20 Can't Miss Castles of Romania
Romania is home to numerous castles, palaces, and fortresses, spanning nearly 1000 years - or more! - of the land's history, occupied since the era of the Roman Empire. Some have been well maintained, refurbished, and turned into museums. Some are ruins of civilizations long passed. If you enjoy this free guide, please save it, share it, leave a tip, or write a review! Follow me and be the first to know when I create new guides. Thanks!
20 Places • 6 Saves • ago
Free
Corvin Castle - Castelul Corvinilor
@amyisgoingplaces
Dating back to the early 1400's, Corvin Castle began, like many castles, as a military fortress. It was transformed through renovations by Ioan de Hunedoara in the 1440's. The castle's structure, while refurbished over the years, has remained largely the same since Ioan de Hunedoara's time. Walking through the castle is surreal. So much of it is original, including many, many stone stairs worn smooth by centuries of footfalls. It's not hard to imagine back to those ancient times, the people who lived here, and what their lives might have been like.
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Bran Castle
@amyisgoingplaces
Constructed in 1377, Bran Castle is more famously known as Dracula's Castle, due largely to the lore created by Bram Stoker and, more recently, the animated Hotel Transylvania movie trilogy. What I personally enjoyed about Bran Castle was how the castle-turned-museum explains the real history of the structure and the historical figure of Vlad Țepeș (a.k.a. Vlad Dracula, or Vlad the Impaler) and how the man and the castle become legend. Bran Castle is typically open daily year round. They host seasonal special events, particularly around (you guessed it) October for Halloween. Check their website for details on hours and events prior to planning your visit.
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Peleș Castle
@amyisgoingplaces
The summer residence for Romania's former monarchy, Peleș Castle is located in the Bucegi Mountains of Sinai, Romania. It is considered one of the most beautiful and unique castles in Europe.
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Pelișor Castle
@amyisgoingplaces
On the grounds of the magnificent Peleș Castle is the smaller (as castles go) royal residence of Pelișor Castle. Built between 1899 and 1902, Pelișor was a residence for the Royal Heirs to the throne of Romania, Prince Ferdinand and Princess Marie. The architectural style is a blend of German Neo-Renaissance, Neo-Romanian, and Art Nouveau. Princess Marie herself dictated the interior design style, revealing her "romantic, mysterious personality." Tickets to Pelișor can be bought separately or combined with ticket purchase for Peleș Castle. Check the official site for the Peleș complex for up to date hours, prices, and ticket purchases.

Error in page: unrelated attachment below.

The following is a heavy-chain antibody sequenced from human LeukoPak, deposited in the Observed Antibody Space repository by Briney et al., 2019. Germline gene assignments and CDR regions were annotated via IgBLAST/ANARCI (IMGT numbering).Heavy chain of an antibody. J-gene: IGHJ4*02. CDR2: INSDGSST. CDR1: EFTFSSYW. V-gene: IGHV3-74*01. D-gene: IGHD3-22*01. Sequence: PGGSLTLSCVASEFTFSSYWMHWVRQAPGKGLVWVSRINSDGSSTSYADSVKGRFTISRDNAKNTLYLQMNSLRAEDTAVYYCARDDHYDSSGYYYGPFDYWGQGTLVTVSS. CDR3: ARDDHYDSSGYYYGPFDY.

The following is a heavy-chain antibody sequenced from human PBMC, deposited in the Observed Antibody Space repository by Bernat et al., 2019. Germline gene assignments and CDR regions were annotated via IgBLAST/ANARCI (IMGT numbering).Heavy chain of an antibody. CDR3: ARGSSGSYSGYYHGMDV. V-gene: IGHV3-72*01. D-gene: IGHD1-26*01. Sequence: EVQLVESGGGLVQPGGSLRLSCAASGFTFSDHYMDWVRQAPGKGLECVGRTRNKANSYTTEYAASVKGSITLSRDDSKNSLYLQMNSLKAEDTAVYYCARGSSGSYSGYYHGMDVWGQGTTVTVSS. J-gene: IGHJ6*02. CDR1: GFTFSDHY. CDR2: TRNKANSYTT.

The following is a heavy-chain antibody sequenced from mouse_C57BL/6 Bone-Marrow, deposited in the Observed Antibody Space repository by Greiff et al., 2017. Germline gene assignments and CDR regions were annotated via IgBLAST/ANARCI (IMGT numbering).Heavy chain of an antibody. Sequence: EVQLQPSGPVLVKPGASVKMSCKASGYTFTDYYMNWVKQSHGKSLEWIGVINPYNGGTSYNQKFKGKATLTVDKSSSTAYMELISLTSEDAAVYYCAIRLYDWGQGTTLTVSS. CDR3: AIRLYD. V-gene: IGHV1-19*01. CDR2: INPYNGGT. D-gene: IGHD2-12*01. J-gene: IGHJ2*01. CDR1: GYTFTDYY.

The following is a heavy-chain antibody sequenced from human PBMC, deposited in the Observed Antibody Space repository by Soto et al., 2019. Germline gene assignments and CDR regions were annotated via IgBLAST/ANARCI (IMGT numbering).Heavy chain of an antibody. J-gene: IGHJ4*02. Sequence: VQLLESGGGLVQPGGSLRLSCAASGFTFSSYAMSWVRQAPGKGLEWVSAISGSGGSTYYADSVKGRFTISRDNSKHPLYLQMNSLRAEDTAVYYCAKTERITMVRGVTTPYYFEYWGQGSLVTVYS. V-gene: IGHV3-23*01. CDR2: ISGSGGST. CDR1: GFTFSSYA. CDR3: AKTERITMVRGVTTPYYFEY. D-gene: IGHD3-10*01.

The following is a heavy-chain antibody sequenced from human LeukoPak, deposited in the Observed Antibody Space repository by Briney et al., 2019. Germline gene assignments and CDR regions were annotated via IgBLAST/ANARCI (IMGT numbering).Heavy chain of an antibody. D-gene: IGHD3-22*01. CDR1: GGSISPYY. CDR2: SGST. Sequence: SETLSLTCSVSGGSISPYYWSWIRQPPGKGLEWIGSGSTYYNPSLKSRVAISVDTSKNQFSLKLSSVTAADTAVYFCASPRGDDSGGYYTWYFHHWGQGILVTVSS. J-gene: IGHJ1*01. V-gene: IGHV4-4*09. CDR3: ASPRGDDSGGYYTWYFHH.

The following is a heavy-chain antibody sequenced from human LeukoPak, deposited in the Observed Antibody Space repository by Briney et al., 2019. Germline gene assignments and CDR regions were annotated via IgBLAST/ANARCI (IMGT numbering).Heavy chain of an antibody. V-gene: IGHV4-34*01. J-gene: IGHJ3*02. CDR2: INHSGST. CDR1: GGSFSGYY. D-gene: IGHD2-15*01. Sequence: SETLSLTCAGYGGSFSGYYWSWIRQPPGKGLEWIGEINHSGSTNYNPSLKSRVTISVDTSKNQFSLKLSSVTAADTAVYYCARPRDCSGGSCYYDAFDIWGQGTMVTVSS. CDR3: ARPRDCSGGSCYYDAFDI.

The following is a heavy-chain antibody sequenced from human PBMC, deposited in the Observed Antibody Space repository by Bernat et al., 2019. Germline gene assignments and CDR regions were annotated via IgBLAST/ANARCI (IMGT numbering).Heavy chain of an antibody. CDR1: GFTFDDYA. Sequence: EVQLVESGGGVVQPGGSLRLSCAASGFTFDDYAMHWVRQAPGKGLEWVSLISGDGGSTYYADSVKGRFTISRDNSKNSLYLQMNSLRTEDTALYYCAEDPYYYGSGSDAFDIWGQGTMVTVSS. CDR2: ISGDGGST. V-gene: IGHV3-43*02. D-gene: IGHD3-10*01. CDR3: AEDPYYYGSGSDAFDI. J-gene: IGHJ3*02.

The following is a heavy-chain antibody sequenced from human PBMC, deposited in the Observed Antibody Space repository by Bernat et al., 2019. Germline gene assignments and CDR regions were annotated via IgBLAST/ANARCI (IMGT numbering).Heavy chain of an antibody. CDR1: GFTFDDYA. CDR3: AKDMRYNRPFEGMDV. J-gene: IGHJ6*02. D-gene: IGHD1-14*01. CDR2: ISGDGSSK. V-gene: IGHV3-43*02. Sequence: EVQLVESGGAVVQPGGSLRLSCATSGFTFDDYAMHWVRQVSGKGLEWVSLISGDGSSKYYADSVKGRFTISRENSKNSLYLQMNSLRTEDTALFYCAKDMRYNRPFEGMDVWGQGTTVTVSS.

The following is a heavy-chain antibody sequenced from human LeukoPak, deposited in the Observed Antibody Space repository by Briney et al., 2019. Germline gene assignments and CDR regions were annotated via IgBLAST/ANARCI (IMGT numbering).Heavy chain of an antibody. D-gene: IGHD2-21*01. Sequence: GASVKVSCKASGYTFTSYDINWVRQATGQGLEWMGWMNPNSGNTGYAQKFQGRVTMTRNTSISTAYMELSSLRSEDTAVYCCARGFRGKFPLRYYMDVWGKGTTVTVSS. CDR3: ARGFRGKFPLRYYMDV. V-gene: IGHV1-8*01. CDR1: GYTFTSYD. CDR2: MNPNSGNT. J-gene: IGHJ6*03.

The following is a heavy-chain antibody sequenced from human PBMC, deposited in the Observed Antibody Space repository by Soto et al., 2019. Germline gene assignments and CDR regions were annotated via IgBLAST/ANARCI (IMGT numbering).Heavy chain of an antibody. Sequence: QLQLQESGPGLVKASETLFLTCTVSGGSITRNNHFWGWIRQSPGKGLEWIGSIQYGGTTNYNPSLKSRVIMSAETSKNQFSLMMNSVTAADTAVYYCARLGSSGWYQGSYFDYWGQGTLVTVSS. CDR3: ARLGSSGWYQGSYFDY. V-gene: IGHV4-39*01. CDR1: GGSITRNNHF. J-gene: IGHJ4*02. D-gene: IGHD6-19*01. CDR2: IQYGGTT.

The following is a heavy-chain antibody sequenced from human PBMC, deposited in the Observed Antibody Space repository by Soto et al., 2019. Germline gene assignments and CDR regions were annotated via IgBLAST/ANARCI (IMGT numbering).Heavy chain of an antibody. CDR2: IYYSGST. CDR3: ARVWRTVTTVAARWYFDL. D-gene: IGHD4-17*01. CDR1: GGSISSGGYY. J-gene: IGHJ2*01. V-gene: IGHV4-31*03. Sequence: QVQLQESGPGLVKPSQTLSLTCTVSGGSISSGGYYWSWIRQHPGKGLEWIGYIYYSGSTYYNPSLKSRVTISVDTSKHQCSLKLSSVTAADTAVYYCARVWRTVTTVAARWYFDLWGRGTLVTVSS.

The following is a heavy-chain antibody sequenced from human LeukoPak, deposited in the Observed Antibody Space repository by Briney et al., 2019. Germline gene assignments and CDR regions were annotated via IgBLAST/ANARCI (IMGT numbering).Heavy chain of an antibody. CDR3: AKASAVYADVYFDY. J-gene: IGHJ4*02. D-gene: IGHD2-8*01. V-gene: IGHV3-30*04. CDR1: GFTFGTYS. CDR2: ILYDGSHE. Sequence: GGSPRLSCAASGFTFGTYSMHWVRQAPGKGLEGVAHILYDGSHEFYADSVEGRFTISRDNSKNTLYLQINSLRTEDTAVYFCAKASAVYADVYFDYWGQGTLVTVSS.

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Brașov Fortress - Cetățuia de pe Strajă
@amyisgoingplaces
Brașov's citadel, overlooking the oldest part of the city still partially encircled by medieval era walls, dates from the 1400's. Over the centuries, it was expanded from an original wooden structure to be a larger defensive complex. When no longer needed as a fortress, the structure was used as a warehouse, barracks, prison, and restaurant. For many years, the fortress was privately owned and the interior was inaccessible to visitors. As of September 2023, the fortress has been returned to the City of Brașov. The city aspires to restore the fortress and establish it as a destination for tourism and events. In the meantime, the fortress exterior remains accessible by a footpath and (partially) by a road. It's worth the hike up for views of Centrul Veche, especially at sunset.
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Cantacuzino Castle
@amyisgoingplaces
Cantacuzino Castle was built in Busteni as one of 3 palaces commissioned by Prince Gheorghe Grigore Cantacuzino. (The other two are in Bucharest and Floresti.) The architectural style is Neo-Romanian, and construction was completed in 1911. The castle is now a museum, an art exhibition and performance venue, an special event space, and a filming location. Check the castle website prior to planning your visit to see what exhibits are currently on display, what events are happening, and the current hours and ticketing prices.
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Neamț Citadel
@amyisgoingplaces
Constructed in the late 1300's by Peter the First of Moldavia, Neamț Citadel was part of a larger defense system throughout what is now the northern part of Romania. It was in use through the early 1700's. Attempts were made to convert the fortress ruins into a historic site in 1940 but halted due to the outbreak of World War II. In 2009, the citadel was finally opened as a museum complex and historical site. Visitors to the citadel can now see such restored spaces as the Council and Judgment Hall, the Chamber of Secrets, the Black Dungeon, and the Chapel of St. Nicholas. The citadel is regularly open year round Tuesday-Sunday. Check their website for specific events, hours, and ticket prices prior to planning your visit.
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Jean Mihail Palace
@amyisgoingplaces